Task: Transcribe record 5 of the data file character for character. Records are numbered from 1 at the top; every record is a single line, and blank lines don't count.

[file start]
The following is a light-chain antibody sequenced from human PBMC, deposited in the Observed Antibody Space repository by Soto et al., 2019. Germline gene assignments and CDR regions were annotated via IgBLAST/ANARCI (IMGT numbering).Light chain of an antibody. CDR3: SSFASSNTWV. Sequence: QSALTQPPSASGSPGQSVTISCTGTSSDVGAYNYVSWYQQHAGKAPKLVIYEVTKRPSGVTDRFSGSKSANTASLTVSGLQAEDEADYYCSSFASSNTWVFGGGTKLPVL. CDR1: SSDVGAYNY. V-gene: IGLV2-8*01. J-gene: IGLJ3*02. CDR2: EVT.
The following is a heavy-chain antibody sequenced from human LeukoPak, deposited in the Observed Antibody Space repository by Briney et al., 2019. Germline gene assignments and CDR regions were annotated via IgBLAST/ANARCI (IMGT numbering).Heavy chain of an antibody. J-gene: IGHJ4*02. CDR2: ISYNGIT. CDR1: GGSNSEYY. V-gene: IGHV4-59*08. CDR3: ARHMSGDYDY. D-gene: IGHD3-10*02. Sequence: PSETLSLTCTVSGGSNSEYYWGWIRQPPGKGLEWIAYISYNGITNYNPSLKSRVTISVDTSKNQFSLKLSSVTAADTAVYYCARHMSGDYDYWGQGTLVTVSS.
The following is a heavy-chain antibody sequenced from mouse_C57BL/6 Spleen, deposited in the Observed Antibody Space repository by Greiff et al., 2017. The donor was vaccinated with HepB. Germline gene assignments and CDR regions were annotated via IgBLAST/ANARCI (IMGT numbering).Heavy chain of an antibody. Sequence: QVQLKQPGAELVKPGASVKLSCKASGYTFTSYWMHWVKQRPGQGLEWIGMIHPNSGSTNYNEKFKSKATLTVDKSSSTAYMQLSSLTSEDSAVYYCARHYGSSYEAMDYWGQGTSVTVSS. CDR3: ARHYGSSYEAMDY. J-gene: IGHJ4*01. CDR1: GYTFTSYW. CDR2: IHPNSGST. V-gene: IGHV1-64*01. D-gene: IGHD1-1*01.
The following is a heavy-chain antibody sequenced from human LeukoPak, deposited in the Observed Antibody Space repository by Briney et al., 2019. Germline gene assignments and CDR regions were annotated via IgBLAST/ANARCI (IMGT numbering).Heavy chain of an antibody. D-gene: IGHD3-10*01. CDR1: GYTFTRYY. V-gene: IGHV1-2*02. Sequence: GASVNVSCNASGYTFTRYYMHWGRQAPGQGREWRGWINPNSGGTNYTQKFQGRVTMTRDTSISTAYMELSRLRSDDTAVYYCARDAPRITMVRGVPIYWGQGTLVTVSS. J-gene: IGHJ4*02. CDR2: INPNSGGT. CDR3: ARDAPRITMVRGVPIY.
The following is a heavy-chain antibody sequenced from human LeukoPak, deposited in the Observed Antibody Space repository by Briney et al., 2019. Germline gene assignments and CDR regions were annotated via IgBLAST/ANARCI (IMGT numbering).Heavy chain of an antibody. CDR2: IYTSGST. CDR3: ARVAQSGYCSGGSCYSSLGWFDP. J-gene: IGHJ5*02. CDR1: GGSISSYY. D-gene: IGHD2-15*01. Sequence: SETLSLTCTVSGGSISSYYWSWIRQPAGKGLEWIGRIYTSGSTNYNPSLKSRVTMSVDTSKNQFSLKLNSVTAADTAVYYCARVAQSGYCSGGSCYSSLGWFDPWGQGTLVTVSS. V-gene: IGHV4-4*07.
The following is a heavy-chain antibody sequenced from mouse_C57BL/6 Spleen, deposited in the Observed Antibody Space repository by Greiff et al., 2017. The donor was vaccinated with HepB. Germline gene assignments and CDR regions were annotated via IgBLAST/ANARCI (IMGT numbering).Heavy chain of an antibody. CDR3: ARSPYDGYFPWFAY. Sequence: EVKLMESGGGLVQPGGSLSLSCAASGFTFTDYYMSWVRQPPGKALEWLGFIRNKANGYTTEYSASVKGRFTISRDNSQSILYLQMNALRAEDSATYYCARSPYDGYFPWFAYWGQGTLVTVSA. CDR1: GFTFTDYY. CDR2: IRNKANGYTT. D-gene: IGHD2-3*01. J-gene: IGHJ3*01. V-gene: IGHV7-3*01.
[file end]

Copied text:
The following is a heavy-chain antibody sequenced from human LeukoPak, deposited in the Observed Antibody Space repository by Briney et al., 2019. Germline gene assignments and CDR regions were annotated via IgBLAST/ANARCI (IMGT numbering).Heavy chain of an antibody. CDR2: IYTSGST. CDR3: ARVAQSGYCSGGSCYSSLGWFDP. J-gene: IGHJ5*02. CDR1: GGSISSYY. D-gene: IGHD2-15*01. Sequence: SETLSLTCTVSGGSISSYYWSWIRQPAGKGLEWIGRIYTSGSTNYNPSLKSRVTMSVDTSKNQFSLKLNSVTAADTAVYYCARVAQSGYCSGGSCYSSLGWFDPWGQGTLVTVSS. V-gene: IGHV4-4*07.